COMMENT By Seye Omidiora Follow on Twitter
Nigeria played some pleasing football on the road to Russia, but often struggled to replicate those performances in their pre-World Cup friendlies, which has lowered expectations amongst supporters. Ostensibly, Gernot Rohr doesn’t seem bothered by the West Africans’ recent poor performances and feels they’ll suddenly turn it up once the competition kicks-off.
Performances in qualifying and friendly win over Argentina heightened expectations of Nigerians. The recent results have however subdued that confidence amongst fans. That, in my opinion, is a good thing.— Oluwaseye Omidiora (@theReal_SeyE) June 6, 2018
It might have been a bit bizarre coming from Rohr; however the antecedent does give him a bit of credence.
Prior to the competition in 1994, the then-African champions won only one of four friendlies (a 5-1 thrashing of Georgia in Ibadan), whilst losing three.
In 1998, there were three defeats – the heaviest being a 5-1 hammering at the hands of Holland – and a draw. The fact that the one-time preparations were smooth in the pre-tournament outings – in 2002 – Nigeria failed to make it out of a group that included Argentina, England and Sweden, is perhaps revealing.
Perhaps, then, the team needs to be given the benefit of the doubt heading into their opener against Croatia on Saturday.
Rohr’s aforementioned assertion then invites a burning question: which is more important, performances or results?
It is often repeated that the hallmark of champions is getting required results even when performances aren’t up to the required standard. It may be an overused expression, as it’s lost every ounce of its original effectiveness, but remains a constant feature in football-related debates. On one hand, purists are naturally predisposed to an entertaining brand of football while ‘non-conformists’ are said to be result-oriented.
While the discussion on style is never ending, every critic is in unison about one thing: the aim is to win football games.
The approach, though, may be different.
The Italians are given credit for perfecting Catenaccio – a strategy that employs a very tight man-marking system, with players sat deep in their half to prevent the opposition from picking them off at will. It also requires rapid counter-attacking football with aggressive transitions. It may not be pretty but it’s highly effective.
Marcello Lippi’s side were successful in 2006 playing this way and it saw them concede just two goals – an own goal and a penalty – as they won their fourth World Cup.
Organization is a common theme in international tournaments, as national-team managers focus more on defensive schemes over attacking strategies. The Italians and many old German sides placed a certain level of emphasis on organization above offensive expression.
In 2002, runners-up Germany let in only three goals in the entire competition, with two coming in the final defeat to Brazil. In Brazil four years ago, Joachim Low’s side were breached just four times on their run to success.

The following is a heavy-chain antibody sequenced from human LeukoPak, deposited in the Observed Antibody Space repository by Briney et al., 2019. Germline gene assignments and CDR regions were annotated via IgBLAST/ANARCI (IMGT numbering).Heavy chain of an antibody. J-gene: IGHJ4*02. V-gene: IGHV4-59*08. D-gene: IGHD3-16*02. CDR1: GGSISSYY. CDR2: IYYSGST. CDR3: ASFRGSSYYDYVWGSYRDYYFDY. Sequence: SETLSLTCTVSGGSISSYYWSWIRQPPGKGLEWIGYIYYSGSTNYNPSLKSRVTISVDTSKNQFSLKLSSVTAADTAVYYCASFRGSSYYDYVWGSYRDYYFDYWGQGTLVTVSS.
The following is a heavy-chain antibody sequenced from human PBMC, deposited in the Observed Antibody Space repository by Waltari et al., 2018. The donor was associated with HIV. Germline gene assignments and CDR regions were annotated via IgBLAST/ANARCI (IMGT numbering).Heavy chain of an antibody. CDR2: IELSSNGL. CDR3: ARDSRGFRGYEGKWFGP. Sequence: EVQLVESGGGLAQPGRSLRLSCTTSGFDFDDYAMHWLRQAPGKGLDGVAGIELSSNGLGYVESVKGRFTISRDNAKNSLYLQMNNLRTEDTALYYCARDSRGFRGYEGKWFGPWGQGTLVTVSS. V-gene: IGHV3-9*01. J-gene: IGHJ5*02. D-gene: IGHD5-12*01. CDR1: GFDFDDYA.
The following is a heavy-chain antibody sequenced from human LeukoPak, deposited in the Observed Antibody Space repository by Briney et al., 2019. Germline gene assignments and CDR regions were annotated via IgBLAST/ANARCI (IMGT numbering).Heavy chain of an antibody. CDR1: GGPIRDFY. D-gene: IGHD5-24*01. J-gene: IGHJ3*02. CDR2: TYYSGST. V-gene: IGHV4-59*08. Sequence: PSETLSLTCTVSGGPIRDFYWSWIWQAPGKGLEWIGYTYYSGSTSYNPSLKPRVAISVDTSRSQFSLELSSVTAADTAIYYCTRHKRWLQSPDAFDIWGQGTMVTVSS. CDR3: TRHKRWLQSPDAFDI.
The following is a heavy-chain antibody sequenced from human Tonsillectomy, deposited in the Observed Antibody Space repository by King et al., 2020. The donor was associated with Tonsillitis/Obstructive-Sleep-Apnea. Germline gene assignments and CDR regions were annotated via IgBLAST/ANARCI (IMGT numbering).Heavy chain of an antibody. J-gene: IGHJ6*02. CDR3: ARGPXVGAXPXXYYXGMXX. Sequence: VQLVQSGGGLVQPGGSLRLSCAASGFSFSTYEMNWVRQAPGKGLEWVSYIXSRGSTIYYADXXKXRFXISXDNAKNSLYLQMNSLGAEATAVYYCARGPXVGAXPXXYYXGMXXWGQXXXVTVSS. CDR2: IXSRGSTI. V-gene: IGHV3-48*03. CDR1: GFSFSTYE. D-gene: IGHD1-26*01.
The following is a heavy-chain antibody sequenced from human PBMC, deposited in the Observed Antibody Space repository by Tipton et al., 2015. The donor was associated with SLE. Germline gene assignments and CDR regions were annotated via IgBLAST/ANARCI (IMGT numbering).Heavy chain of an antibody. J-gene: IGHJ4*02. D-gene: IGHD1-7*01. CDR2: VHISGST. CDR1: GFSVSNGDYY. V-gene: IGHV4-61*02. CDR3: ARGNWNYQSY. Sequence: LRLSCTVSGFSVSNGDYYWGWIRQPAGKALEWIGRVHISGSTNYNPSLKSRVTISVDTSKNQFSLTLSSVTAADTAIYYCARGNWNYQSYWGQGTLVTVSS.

However, organization doesn’t always have to translate to defensive football.
In 2010, Diego Maradona’s Argentina side were the hipster's pick, but that assertion couldn’t have been further from the truth, as there was still some method to what many perceived as madness.
The Albicelestes were breached just twice before their failure to overcome a better organized side in Germany and were dumped out 4-0.
Maradona basically focused on building solidity behind Messi and letting him do his own thing upfront, but that wasn’t enough for the South Americans.
La Roja’s rearguard wasn’t breached in the knockout stage which saw them set an admirable record of being the sole winners to achieve the feat. Vicente del Bosque’s side had the lion's share of the ball in their games as opponents played a low defensive block against them, but were incredibly well-positioned to not get caught on the break.
The fact that head coaches have little time with the players before tournaments is one major reason they place their focus on the more defensive aspects than expressive tactics.
For Rohr’s Nigeria side, it should be noted that the team have shown they can play expressively – as seen in the wins over Algeria and Cameroon in qualifying – and doggedly – as witnessed in the 1-1 draw against Cameroon and scrappy 1-0 win over Zambia to seal World Cup qualification.
Defensive organization, though, has been somewhat non-existent in the recent friendly games.
Against England, the three-time African champions struggled with the Three Lions’ movement off the ball and literally couldn’t watch and stay with runners.
There was also a noticeable weakness from crosses and set-pieces, which further proves how this side cannot be trusted as a defensive unit and plays better when on the front foot.
The glaring weaknesses have to be worked on as the Super Eagles will be picked apart by more efficient opposition in Russia.
In simple terms, playing well may not necessarily mean easy-on-the-eye football or efficient football.
It basically means following the head coach’s tactical scheme strictly to achieve a desired goal. The idea, irrespective of style implemented, is always to create loads of chances, give few opportunities to the opposition and consequently score more than the opposition.
For Rohr and Nigeria, they have so-far achieved better results when they are proactive and on the front foot, but with the world watching, will they stick to what has served them well, or will they twist?